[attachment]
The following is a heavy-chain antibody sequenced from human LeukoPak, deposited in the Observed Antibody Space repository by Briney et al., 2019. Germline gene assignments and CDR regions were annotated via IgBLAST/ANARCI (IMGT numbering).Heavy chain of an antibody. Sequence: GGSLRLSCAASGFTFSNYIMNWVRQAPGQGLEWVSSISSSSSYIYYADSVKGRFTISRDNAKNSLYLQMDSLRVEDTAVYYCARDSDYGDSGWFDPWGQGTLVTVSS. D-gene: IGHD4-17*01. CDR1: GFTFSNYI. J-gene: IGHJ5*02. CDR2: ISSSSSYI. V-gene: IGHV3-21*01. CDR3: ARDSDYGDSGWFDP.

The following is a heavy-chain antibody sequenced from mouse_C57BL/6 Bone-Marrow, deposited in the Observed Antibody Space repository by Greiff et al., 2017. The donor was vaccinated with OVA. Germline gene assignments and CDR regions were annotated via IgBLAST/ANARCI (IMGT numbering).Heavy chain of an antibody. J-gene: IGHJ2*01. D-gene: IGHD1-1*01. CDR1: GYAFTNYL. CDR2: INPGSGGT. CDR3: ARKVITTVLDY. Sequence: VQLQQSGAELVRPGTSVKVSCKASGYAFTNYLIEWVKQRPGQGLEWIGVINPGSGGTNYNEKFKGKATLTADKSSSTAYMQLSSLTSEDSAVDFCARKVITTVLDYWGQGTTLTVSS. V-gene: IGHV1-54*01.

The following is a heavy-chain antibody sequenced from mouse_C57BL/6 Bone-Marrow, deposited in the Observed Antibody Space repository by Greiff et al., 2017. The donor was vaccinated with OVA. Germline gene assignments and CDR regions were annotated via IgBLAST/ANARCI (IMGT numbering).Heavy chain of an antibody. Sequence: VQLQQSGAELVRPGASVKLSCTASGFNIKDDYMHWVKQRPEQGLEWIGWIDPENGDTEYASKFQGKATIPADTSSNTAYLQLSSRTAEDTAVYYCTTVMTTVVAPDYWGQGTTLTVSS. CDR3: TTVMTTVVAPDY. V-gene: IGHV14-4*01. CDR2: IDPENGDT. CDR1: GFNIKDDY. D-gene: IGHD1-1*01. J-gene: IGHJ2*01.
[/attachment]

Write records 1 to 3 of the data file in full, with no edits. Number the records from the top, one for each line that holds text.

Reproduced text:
The following is a heavy-chain antibody sequenced from human LeukoPak, deposited in the Observed Antibody Space repository by Briney et al., 2019. Germline gene assignments and CDR regions were annotated via IgBLAST/ANARCI (IMGT numbering).Heavy chain of an antibody. Sequence: GGSLRLSCAASGFTFSNYIMNWVRQAPGQGLEWVSSISSSSSYIYYADSVKGRFTISRDNAKNSLYLQMDSLRVEDTAVYYCARDSDYGDSGWFDPWGQGTLVTVSS. D-gene: IGHD4-17*01. CDR1: GFTFSNYI. J-gene: IGHJ5*02. CDR2: ISSSSSYI. V-gene: IGHV3-21*01. CDR3: ARDSDYGDSGWFDP.

The following is a heavy-chain antibody sequenced from mouse_C57BL/6 Bone-Marrow, deposited in the Observed Antibody Space repository by Greiff et al., 2017. The donor was vaccinated with OVA. Germline gene assignments and CDR regions were annotated via IgBLAST/ANARCI (IMGT numbering).Heavy chain of an antibody. J-gene: IGHJ2*01. D-gene: IGHD1-1*01. CDR1: GYAFTNYL. CDR2: INPGSGGT. CDR3: ARKVITTVLDY. Sequence: VQLQQSGAELVRPGTSVKVSCKASGYAFTNYLIEWVKQRPGQGLEWIGVINPGSGGTNYNEKFKGKATLTADKSSSTAYMQLSSLTSEDSAVDFCARKVITTVLDYWGQGTTLTVSS. V-gene: IGHV1-54*01.

The following is a heavy-chain antibody sequenced from mouse_C57BL/6 Bone-Marrow, deposited in the Observed Antibody Space repository by Greiff et al., 2017. The donor was vaccinated with OVA. Germline gene assignments and CDR regions were annotated via IgBLAST/ANARCI (IMGT numbering).Heavy chain of an antibody. Sequence: VQLQQSGAELVRPGASVKLSCTASGFNIKDDYMHWVKQRPEQGLEWIGWIDPENGDTEYASKFQGKATIPADTSSNTAYLQLSSRTAEDTAVYYCTTVMTTVVAPDYWGQGTTLTVSS. CDR3: TTVMTTVVAPDY. V-gene: IGHV14-4*01. CDR2: IDPENGDT. CDR1: GFNIKDDY. D-gene: IGHD1-1*01. J-gene: IGHJ2*01.